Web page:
MEPs quiz food safety commissioner on fertiliser and pesticide reduction plans in EU
May. 13, 2020
Environmental sustainability of farming must go hand in hand with the economic one so that food security continues to be guaranteed, the European Parliament Agriculture Committee heard on Monday, May 11.
This was the message several MEPs told European Commissioner for Health and Food Safety Stella Kyriakides during a meeting of the committee, which included a debate on farming after Covid-19 – and touched on topics such as fertiliser and pesticide reduction plans, and nutritional labelling.
A number of MEPs expressed the view that the Farm to Fork strategy, due to be unveiled on Wednesday, May 20, “must not undermine farmers’ ability to produce quality yet affordable food for all in the EU”.
They urged the commission to come up with a “realistic strategy to promote agricultural production that is sustainable but also viable” and to “motivate farmers with right incentives rather than imposing new requirements that would be hard to implement on the ground”.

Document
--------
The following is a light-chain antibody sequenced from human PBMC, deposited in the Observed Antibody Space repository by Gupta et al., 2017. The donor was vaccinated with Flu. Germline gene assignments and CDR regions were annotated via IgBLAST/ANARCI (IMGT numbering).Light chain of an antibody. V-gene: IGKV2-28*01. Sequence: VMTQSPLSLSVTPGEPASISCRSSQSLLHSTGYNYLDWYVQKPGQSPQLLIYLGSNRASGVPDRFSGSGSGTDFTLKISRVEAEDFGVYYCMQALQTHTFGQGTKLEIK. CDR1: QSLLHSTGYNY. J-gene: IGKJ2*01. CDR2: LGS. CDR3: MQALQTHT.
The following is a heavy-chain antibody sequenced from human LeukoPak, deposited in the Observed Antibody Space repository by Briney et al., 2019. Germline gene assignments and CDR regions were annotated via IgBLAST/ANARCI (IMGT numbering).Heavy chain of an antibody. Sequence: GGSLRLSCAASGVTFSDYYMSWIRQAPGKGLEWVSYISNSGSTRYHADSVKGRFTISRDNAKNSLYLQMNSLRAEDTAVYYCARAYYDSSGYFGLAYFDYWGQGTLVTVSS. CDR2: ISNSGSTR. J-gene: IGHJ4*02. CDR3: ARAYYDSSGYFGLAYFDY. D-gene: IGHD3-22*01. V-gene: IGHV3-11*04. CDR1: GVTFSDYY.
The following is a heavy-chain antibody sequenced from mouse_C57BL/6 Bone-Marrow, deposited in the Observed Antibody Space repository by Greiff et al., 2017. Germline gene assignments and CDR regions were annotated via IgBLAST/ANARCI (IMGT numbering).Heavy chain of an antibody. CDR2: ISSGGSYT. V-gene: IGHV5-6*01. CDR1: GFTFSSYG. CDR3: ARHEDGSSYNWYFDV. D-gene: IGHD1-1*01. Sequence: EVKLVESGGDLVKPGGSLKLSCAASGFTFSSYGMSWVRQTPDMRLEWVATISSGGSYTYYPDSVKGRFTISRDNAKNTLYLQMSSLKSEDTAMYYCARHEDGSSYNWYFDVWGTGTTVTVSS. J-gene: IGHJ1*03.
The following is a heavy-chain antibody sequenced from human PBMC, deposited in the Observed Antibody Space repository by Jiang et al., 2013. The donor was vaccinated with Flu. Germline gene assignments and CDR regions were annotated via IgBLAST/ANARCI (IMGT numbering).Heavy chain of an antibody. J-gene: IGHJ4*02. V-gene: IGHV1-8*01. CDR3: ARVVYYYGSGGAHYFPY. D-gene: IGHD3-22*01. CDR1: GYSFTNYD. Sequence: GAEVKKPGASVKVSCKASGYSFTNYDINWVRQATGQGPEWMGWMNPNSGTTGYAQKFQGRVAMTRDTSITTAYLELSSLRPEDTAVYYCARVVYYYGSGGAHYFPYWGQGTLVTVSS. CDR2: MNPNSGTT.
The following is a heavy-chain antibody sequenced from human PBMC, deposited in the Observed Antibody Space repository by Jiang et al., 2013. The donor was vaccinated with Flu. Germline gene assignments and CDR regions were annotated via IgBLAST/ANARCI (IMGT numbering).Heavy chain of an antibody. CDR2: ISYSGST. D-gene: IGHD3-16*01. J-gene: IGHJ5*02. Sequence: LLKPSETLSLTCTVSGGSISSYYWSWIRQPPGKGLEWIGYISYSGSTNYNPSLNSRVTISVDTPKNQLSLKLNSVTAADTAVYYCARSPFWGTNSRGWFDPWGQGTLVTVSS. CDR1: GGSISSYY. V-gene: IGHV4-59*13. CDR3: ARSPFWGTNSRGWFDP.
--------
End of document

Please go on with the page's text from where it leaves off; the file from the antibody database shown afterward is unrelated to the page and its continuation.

In response to the concerns raised, the commissioner said: “We are…not going to trade off food sustainability against food security. This has never been the intention.
“Farm to fork is not here to penalise, it is not here to punish; it is here to help us move towards more sustainable food systems,” Commissioner Kyriakides insisted, adding that “it can help the economy to bounce back in the sustainable manner.”
Pesticide And Fertiliser Reduction
In particular, many MEPs quizzed Commissioner Kyriakides about the foreseen pace of reduction of the use of chemical pesticides and fertilisers.
They warned of potential negative effects on EU food production unless “efficient alternatives are given to farmers” and insisted on making a distinction between higher and lower-risk products.
Commissioner Kyriakides addressed this by stating that her plan “is to put forward concrete and ambitious targets” but “any legally binding targets would be set in a legislation” that would be “preceded by an impact assessment”.
Several MEPs commented also on the possibility to improve current nutritional labelling.
Some of them said such a move would increase consumer awareness, while others gave the view that the “labels must inform, not mislead consumers”.
Commissioner Kyriakides said: “Farm to fork will be promoting harmonised labelling but will not be mandating the type of labelling.”
The debate also focused on the ongoing reform of the Common Agriculture Policy, on the future EU’s long-term budget and issues related to animal health and welfare.
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